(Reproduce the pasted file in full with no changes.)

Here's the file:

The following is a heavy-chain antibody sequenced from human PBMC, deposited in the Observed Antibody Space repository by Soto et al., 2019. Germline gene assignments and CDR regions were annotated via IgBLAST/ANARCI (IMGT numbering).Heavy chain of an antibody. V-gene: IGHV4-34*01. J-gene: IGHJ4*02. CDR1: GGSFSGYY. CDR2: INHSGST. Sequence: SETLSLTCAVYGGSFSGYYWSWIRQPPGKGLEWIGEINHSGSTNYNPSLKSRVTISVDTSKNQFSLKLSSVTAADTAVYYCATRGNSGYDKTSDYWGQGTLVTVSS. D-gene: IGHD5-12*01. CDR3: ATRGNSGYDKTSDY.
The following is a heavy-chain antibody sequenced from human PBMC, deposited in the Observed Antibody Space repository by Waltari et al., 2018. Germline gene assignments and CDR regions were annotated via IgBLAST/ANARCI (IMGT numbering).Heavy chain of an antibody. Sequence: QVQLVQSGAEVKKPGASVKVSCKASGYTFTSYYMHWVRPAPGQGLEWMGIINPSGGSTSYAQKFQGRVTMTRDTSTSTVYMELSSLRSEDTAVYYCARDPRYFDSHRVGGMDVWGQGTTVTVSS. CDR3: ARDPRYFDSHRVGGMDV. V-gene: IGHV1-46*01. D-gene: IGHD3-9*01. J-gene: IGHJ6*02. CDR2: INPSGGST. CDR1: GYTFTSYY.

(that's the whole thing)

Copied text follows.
The following is a heavy-chain antibody sequenced from human PBMC, deposited in the Observed Antibody Space repository by Soto et al., 2019. Germline gene assignments and CDR regions were annotated via IgBLAST/ANARCI (IMGT numbering).Heavy chain of an antibody. V-gene: IGHV4-34*01. J-gene: IGHJ4*02. CDR1: GGSFSGYY. CDR2: INHSGST. Sequence: SETLSLTCAVYGGSFSGYYWSWIRQPPGKGLEWIGEINHSGSTNYNPSLKSRVTISVDTSKNQFSLKLSSVTAADTAVYYCATRGNSGYDKTSDYWGQGTLVTVSS. D-gene: IGHD5-12*01. CDR3: ATRGNSGYDKTSDY.
The following is a heavy-chain antibody sequenced from human PBMC, deposited in the Observed Antibody Space repository by Waltari et al., 2018. Germline gene assignments and CDR regions were annotated via IgBLAST/ANARCI (IMGT numbering).Heavy chain of an antibody. Sequence: QVQLVQSGAEVKKPGASVKVSCKASGYTFTSYYMHWVRPAPGQGLEWMGIINPSGGSTSYAQKFQGRVTMTRDTSTSTVYMELSSLRSEDTAVYYCARDPRYFDSHRVGGMDVWGQGTTVTVSS. CDR3: ARDPRYFDSHRVGGMDV. V-gene: IGHV1-46*01. D-gene: IGHD3-9*01. J-gene: IGHJ6*02. CDR2: INPSGGST. CDR1: GYTFTSYY.